first_imgGo back to the e-newsletterHealth and Fitness Travel share five of the best cultural wellness adventures for Valentine’s escapes. Combining cultural tour discovery with wellness retreat recovery, these healthy escapes offer everything from city tours and cooking classes, to zip-lining and volcano hikes.Costa RicaEscape for a Valentine’s Day to remember by exploring tropical rainforests and  coastlines of Costa Rica, from guided tours of the city of San Jose and a visit to an authentic coffee plantation, to white water rafting and zip-lining through a volcanic national park. Before heading home, recover at a beach side wellness retreat with surfing lessons and yoga classes in an open-air yoga pavilion.ItalyDelve into a cultural wellness Valentine’s escape in a country famous for cities steeped in history, architecture and cuisine. Experience Rome as a local and discover authentic flavours with a culinary tour of local eateries; explore with a bike tour the streets of Rome or Florence; and sample the finest in Italian gelato before discovering the beauty of the Chianti region during a wine tasting tour. Recover at a choice of wellness retreats, from spa breaks in Lombardy, to golf escapes in Tuscany.BaliOne of the most popular destinations in the Indonesian archipelago, escape on a Valentine’s adventure to the island of Bali. From jungle and rice paddy treks, to volcano hikes and guided village cycling tours, there is no end to the exciting ways to keep active and explore the island as a couple. Visit sacred temples, experience Bali’s monkey forest and recover in one of five wellness retreats, with therapeutic spa treatments and revitalising wellness activities, including yoga, Pilates and meditation.TurkeyCrossing two continents, where East meets West, Turkey offers a unique fusion of cultural influences for a Valentine’s escape. Discover Istanbul’s stunning Ottoman Empire architecture and stroll through the bustling Grand Bazaar, or head further afield to explore the breath-taking waterfalls of Antalya and the ancient ruins of Hierapolis. Recover at a choice of luxury wellness retreats, with reviving spa treatments and wellness activities, from beach jogging to personalised yoga.MoroccoDiscover the diverse culture of this country before unwinding on a romantic healthy holiday beneath the Moroccan sun.  Marvel at snake charmers on a guided tour of Marrakech, explore the Atlas Mountains on a mountain bike tour, or learn traditional cooking methods on a cookery course.Go back to the e-newsletterlast_img read more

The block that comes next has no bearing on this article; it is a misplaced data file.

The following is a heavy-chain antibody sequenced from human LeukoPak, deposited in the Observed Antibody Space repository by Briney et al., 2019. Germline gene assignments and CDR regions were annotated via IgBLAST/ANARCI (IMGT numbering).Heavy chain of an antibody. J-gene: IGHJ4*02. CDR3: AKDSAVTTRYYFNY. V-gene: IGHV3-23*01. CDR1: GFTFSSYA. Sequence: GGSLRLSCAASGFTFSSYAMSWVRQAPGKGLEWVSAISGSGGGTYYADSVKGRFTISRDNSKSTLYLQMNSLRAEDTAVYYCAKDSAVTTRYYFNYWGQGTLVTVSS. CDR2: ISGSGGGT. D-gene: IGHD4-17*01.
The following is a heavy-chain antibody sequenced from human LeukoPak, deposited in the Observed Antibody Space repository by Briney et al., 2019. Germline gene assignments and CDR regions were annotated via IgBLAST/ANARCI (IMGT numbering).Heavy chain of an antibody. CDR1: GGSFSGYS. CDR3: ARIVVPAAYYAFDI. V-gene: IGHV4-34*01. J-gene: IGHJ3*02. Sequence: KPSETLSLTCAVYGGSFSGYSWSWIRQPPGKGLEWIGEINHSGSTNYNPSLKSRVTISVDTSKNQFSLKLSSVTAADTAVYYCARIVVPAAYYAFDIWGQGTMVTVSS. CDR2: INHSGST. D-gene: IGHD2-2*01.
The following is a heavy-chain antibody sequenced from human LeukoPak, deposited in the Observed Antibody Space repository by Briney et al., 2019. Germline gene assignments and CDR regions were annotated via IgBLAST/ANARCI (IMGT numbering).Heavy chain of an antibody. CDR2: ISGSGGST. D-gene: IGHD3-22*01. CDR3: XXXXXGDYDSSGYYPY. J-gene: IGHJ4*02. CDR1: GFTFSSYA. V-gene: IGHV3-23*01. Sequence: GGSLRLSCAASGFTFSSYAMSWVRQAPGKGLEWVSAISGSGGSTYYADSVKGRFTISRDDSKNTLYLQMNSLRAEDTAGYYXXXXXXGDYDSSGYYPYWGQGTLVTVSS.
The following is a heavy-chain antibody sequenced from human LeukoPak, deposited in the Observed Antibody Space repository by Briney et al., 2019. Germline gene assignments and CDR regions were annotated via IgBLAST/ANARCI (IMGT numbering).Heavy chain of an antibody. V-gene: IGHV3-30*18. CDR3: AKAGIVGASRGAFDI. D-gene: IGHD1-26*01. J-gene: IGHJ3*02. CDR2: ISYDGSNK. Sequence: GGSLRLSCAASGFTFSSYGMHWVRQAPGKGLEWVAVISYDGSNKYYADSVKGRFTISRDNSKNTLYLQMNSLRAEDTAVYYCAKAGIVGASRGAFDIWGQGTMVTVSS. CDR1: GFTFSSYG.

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first_img Email Click to view the privacy policy. Required fields are indicated by an asterisk (*) Sign up for our daily newsletter Get more great content like this delivered right to you! Country New solar technology could produce clean drinking water for millions in need By Robert F. ServiceJun. 28, 2019 , 2:55 PM But the output is low because the sun’s rays must heat the entire volume of water before evaporation begins. Commercially available versions produce about 0.3 liters of water per hour per square meter (L/h/m2) of the covered water’s surface area. The average person requires about 3 liters of water a day for drinking. Providing enough drinking water for a small family requires a still around 5 square meters in size. Operating at their theoretical best, such devices can only produce 1.6 L/h/m2.Guihua Yu, a materials scientist at the University of Texas in Austin, and colleagues recently reported a way around this limit. It involves hydrogels, polymer mixtures that form a 3D porous, water—absorbent network. Yu and colleagues fashioned a gellike sponge of two polymers—one a water-binding polymer called polyvinyl alcohol (PVA), the other a light absorber called polypyrrole (PPy)—which they then placed atop the water’s surface in a solar still.Inside the gel, a layer of water molecules bonded tightly to the PVA, each forming multiple chemical links known as hydrogen bonds. But with so much of their bonding ability tied up with the PVA, the bound water molecules bind only loosely to other nearby water molecules, creating what Yu calls “intermediate water.” Because intermediate water molecules share fewer bonds with their neighbors, they evaporate more readily than regular water. And when they do, they’re immediately replaced by other water molecules in the still. Using this technology, Yu’s solar still produced 3.2 L/h/m2 of water, double the theoretical limit, his team reported last year in Nature Nanotechnology.Now, Yu and his colleagues have created an even better hydrogel. They mixed in a third polymer, called chitosan, which also strongly attracts water. Adding chitosan to the mix created a gel that could hold more water—and increased the amount of intermediate water as a result. A still using the new hydrogel distilled water at a rate of 3.6 L/h/m2, the highest rate ever reported and about 12 times the amount produced by today’s commercially available versions, the researchers report today in Science Advances.“This is a fantastic starting point,” says Peng Wang, an environmental engineer at King Abdullah University of Science and Technology in Thuwal, Saudi Arabia. Wang notes that at this higher water production rate, a solar still 1 square meter in size could produce about 30 liters of clean drinking water per day, enough for a small family. Even better, he says, all three polymers in the hydrogel are both commercially available and cheap. That means that if the stills using them are rugged enough, they could help provide clean water for those who need it most.center_img Country * Afghanistan Aland Islands Albania Algeria Andorra Angola Anguilla Antarctica Antigua and Barbuda Argentina Armenia Aruba Australia Austria Azerbaijan Bahamas Bahrain Bangladesh Barbados Belarus Belgium Belize Benin Bermuda Bhutan Bolivia, Plurinational State of Bonaire, Sint Eustatius and Saba Bosnia and Herzegovina Botswana Bouvet Island Brazil British Indian Ocean Territory Brunei Darussalam Bulgaria Burkina Faso Burundi Cambodia Cameroon Canada Cape Verde Cayman Islands Central African Republic Chad Chile China Christmas Island Cocos (Keeling) Islands Colombia Comoros Congo Congo, the Democratic Republic of the Cook Islands Costa Rica Cote d’Ivoire Croatia Cuba Curaçao Cyprus Czech Republic Denmark Djibouti Dominica Dominican Republic Ecuador Egypt El Salvador Equatorial Guinea Eritrea Estonia Ethiopia Falkland Islands (Malvinas) Faroe Islands Fiji Finland France French Guiana French Polynesia French Southern Territories Gabon Gambia Georgia Germany Ghana Gibraltar Greece Greenland Grenada Guadeloupe Guatemala Guernsey Guinea Guinea-Bissau Guyana Haiti Heard Island and McDonald Islands Holy See (Vatican City State) Honduras Hungary Iceland India Indonesia Iran, Islamic Republic of Iraq Ireland Isle of Man Israel Italy Jamaica Japan Jersey Jordan Kazakhstan Kenya Kiribati Korea, Democratic People’s Republic of Korea, Republic of Kuwait Kyrgyzstan Lao People’s Democratic Republic Latvia Lebanon Lesotho Liberia Libyan Arab Jamahiriya Liechtenstein Lithuania Luxembourg Macao Macedonia, the former Yugoslav Republic of Madagascar Malawi Malaysia Maldives Mali Malta Martinique Mauritania Mauritius Mayotte Mexico Moldova, Republic of Monaco Mongolia Montenegro Montserrat Morocco Mozambique Myanmar Namibia Nauru Nepal Netherlands New Caledonia New Zealand Nicaragua Niger Nigeria Niue Norfolk Island Norway Oman Pakistan Palestine Panama Papua New Guinea Paraguay Peru Philippines Pitcairn Poland Portugal Qatar Reunion Romania Russian Federation Rwanda Saint Barthélemy Saint Helena, Ascension and Tristan da Cunha Saint Kitts and Nevis Saint Lucia Saint Martin (French part) Saint Pierre and Miquelon Saint Vincent and the Grenadines Samoa San Marino Sao Tome and Principe Saudi Arabia Senegal Serbia Seychelles Sierra Leone Singapore Sint Maarten (Dutch part) Slovakia Slovenia Solomon Islands Somalia South Africa South Georgia and the South Sandwich Islands South Sudan Spain Sri Lanka Sudan Suriname Svalbard and Jan Mayen Swaziland Sweden Switzerland Syrian Arab Republic Taiwan Tajikistan Tanzania, United Republic of Thailand Timor-Leste Togo Tokelau Tonga Trinidad and Tobago Tunisia Turkey Turkmenistan Turks and Caicos Islands Tuvalu Uganda Ukraine United Arab Emirates United Kingdom United States Uruguay Uzbekistan Vanuatu Venezuela, Bolivarian Republic of Vietnam Virgin Islands, British Wallis and Futuna Western Sahara Yemen Zambia Zimbabwe Tanklike devices called solar stills use the sun to evaporate dirty or salty water and condense the vapor into safe drinking water. But large, expensive stills can only produce enough water for a small family. Now, researchers have developed a new material that speeds the process of evaporation, enabling a small solar still to provide all the drinking water one family needs. If the technology proves cheap enough, it could provide millions of impoverished people access to clean drinking water.Today 783 million, or nearly one in 10, people around the world lack such access, according to UNICEF. These people spend a collective 200 million hours a day fetching water from distant sources. And even though technologies exist for purifying contaminated water and desalinating seawater, these typically require expensive infrastructure and lots of energy, putting them beyond the reach of many communities.Recently, researchers have been working to upgrade solar stills as a cheap, low-tech alternative. The traditional still is little more than a black-bottomed vessel filled with water and topped with clear glass or plastic. The black bottom absorbs sunlight, heating water so that it evaporates and leaves the contaminants behind. The water vapor then condenses on the clear covering and trickles into a collector. Xingyi Zhou and Youhong Guo/UT Austin A gel at the heart of this solar still produces a record amount of fresh water.last_img read more